9 things I liked about Adventureland
1) With all of the muscle cars parked in front of the cineplex, everyone else was going to see Fast and Furious last Friday. Those watching Adventureland comprised a total of six. With all of the testosterone conveniently elsewhere, we felt lucky.
2) With no vampires in sight, Kristen Stewart holds her own as the self-loathing, sleepy-eyed Em, co-worker with graduate James Brennan (Jesse Eisenberg) in the games section of the cheesy amusement park Adventureland, set in Pittsburgh in 1987.
3) Few movies evoke a period as skillfully as Richard Linklater's Dazed and Confused, but Adventureland comes close (Fandango, American Graffiti and Fast Times at Ridgemont High also come to mind). All of the period details of Adventureland ring true: the prevalence of marijuana, the ghastly Foreigner cover band, the mother reading Tom Wolfe's The Bonfire of the Vanities, the Buzzcocks poster on the wall, and the endless minor degradations of spending one's summer in one's hometown (where's one's former best friend from the fourth grade greets you by punching you in the crotch). James has already moved on from this world since he's been accepted to Columbia University grad school, but he's forced by financial necessity to slum around, sneaking beers and cleaning up vomit in the games booth. Even in comparison to the theatrics of Greg Mottola's previous film Superbad, Adventureland is singularly leisurely in its rhythms. It feels like the most uncommercial of post-adolescent angst comedies.
4) As Joel, the mordant co-worker who plans on using his interest in Russian Literature and Slavic languages to eventually get a job as a taxi driver some day, Martin Starr channels DeeDee Ramone and one of the Hanson brothers in Slapshot. I have known people exactly like him, eager to bitterly acknowledge the full crappiness of the world where they "are doing the work of pathetic lazy morons." Even when someone throws a corndog at his head, he steals every scene he's in.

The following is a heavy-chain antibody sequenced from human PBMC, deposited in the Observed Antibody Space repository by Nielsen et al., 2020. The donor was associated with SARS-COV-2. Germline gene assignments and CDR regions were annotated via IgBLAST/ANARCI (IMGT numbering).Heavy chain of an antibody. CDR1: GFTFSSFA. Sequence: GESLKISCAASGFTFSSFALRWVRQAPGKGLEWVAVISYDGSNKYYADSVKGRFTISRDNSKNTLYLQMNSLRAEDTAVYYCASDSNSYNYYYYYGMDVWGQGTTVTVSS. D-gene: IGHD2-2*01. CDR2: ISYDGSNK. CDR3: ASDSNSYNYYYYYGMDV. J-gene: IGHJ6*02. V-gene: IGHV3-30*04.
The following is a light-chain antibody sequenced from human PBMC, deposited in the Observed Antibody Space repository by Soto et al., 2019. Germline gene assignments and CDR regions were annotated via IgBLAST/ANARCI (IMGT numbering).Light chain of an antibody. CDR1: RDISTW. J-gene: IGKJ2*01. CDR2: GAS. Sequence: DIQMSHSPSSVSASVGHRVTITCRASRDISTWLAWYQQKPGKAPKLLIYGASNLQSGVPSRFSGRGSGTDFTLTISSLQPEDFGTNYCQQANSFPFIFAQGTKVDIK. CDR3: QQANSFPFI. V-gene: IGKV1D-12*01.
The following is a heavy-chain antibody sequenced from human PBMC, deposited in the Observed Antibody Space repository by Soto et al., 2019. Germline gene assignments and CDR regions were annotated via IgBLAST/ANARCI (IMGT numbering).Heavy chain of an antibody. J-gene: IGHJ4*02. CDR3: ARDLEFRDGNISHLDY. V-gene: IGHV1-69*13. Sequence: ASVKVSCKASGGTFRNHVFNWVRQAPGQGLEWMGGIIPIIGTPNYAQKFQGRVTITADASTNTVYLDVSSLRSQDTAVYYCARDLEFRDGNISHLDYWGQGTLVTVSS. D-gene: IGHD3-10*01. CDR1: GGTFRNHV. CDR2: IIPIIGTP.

5) Although writer/director Mottola flirts with mocking the adults The Graduate-style, he never fully gives in to the temptation. Adventureland has lead characters too close to maturity themselves to fully want to ridicule the authority figures. When James has the opportunity to narc on his father for carrying a bottle of liquor in his car, he refrains. I was especially struck by how even the amusement park managers, Bobby and Paulette (Bill Hader and Kristen Wiig), become semi-sympathetic as the film goes on. Immersed every day amongst litterers, cheats (but then again the park cheats too), bullies, and vomiters, they often see the worst of humanity, but Bobby defends James with a baseball bat ("Give me a reason! Give me a reason! You don't know what I'm capable of!") when some goon threatens to beat James up. Then Bobby coolly returns to discussing park business with Paulette. When James loses a "giant-ass panda" to some sneaky yokels, Bobby doesn't fire James even though he was supposed to.
6) Falco's "Rock Me Amadeus" makes for the perfect song to drive you insane through repetition.
7) As the fun-loving seductress, Lisa P. (Margarita Levieva) tries to lure James away from Em, and she has many of the guys in the park mooning over her physical charms, but there's one scene where she fully shows James how cruel she can be. She starts up an evil rumor about Em that quickly spreads throughout the park. When James confront Lisa about it, she replies by continuing to dance with ghastly, impersonal robotic efficiency on the edge of the carnival ride, as James walks away, disgusted. It's a striking shot of a girl determined to be an alluring amusement no matter what.
8) Adventureland includes multiple songs by Lou Reed.
9) More than once, I had to work in a wood stove stand in an Ohio county amusement park every day for over a week. The experience struck me as creepy and surreal, because once you have had your fill of "fun," then the park rapidly becomes something forced, garish, repetitive, and bizarre. In this context, a place designed for cheap entertainment can become alienating and depressing quickly. Even though the film ends happily, I give Greg Mottola credit for capturing that sensation in the course of Adventureland.